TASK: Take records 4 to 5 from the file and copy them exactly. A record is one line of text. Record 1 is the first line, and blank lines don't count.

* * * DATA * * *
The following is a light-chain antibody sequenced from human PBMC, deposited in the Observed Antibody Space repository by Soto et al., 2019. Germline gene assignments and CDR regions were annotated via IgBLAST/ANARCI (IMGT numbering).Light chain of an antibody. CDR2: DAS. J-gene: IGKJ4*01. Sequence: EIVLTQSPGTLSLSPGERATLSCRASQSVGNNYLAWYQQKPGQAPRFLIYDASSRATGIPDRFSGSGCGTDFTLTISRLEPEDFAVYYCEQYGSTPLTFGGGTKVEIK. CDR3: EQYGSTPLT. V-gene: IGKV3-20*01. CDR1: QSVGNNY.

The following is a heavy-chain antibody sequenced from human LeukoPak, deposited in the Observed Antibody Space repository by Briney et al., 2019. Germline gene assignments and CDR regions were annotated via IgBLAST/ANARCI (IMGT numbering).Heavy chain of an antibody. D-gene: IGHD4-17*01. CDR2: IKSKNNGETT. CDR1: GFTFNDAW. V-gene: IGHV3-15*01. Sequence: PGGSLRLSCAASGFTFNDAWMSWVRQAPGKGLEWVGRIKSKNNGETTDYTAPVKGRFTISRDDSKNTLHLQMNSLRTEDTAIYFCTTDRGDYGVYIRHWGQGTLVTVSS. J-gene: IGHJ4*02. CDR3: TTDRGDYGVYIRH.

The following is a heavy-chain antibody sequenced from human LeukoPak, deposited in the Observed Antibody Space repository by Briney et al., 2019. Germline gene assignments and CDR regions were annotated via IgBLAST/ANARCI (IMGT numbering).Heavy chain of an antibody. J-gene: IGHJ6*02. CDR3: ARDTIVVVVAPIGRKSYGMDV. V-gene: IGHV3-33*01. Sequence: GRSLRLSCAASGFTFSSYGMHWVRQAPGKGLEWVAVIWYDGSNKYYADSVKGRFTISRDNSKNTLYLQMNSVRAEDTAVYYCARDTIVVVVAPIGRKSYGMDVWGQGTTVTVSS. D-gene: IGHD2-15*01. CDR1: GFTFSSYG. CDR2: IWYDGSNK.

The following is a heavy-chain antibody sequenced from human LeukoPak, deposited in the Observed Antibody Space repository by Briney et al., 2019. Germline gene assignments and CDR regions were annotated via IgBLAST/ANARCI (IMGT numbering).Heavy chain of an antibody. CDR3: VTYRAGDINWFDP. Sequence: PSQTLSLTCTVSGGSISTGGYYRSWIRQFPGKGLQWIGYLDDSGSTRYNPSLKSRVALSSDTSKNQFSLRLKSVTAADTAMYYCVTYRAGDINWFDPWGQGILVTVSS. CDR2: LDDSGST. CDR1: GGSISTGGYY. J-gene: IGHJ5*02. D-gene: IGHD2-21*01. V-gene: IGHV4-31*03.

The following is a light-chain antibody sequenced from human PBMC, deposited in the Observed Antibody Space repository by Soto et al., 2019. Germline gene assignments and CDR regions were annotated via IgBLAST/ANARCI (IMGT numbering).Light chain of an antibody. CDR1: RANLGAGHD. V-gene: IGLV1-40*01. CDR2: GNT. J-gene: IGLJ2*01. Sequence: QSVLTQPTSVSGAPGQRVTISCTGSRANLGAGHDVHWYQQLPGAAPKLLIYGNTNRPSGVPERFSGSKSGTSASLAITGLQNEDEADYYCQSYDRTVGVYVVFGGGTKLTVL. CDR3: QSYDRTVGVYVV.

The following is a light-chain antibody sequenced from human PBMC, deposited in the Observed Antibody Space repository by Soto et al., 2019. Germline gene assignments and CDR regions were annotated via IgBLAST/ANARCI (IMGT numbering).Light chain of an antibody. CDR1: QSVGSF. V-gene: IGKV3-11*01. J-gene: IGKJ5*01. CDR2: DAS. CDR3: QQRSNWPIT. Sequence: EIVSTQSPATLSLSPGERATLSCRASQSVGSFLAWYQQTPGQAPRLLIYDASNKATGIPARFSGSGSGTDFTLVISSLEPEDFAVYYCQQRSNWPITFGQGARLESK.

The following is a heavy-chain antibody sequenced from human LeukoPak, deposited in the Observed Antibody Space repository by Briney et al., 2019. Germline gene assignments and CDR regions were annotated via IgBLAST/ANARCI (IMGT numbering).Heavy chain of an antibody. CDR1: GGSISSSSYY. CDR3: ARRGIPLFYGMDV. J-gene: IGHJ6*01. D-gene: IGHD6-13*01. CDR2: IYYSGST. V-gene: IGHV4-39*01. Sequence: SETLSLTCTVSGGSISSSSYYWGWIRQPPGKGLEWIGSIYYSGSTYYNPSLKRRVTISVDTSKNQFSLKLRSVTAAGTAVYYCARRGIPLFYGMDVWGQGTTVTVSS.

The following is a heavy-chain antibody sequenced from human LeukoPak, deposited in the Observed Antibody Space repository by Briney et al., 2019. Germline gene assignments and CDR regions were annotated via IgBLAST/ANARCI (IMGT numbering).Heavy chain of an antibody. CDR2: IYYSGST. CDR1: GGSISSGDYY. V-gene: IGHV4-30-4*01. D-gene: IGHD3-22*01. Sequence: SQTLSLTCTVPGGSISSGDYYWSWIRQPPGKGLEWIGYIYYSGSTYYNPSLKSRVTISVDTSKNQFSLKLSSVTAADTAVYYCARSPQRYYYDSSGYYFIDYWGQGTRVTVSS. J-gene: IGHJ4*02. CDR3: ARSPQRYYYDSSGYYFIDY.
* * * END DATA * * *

The following is a heavy-chain antibody sequenced from human LeukoPak, deposited in the Observed Antibody Space repository by Briney et al., 2019. Germline gene assignments and CDR regions were annotated via IgBLAST/ANARCI (IMGT numbering).Heavy chain of an antibody. CDR3: VTYRAGDINWFDP. Sequence: PSQTLSLTCTVSGGSISTGGYYRSWIRQFPGKGLQWIGYLDDSGSTRYNPSLKSRVALSSDTSKNQFSLRLKSVTAADTAMYYCVTYRAGDINWFDPWGQGILVTVSS. CDR2: LDDSGST. CDR1: GGSISTGGYY. J-gene: IGHJ5*02. D-gene: IGHD2-21*01. V-gene: IGHV4-31*03.

The following is a light-chain antibody sequenced from human PBMC, deposited in the Observed Antibody Space repository by Soto et al., 2019. Germline gene assignments and CDR regions were annotated via IgBLAST/ANARCI (IMGT numbering).Light chain of an antibody. CDR1: RANLGAGHD. V-gene: IGLV1-40*01. CDR2: GNT. J-gene: IGLJ2*01. Sequence: QSVLTQPTSVSGAPGQRVTISCTGSRANLGAGHDVHWYQQLPGAAPKLLIYGNTNRPSGVPERFSGSKSGTSASLAITGLQNEDEADYYCQSYDRTVGVYVVFGGGTKLTVL. CDR3: QSYDRTVGVYVV.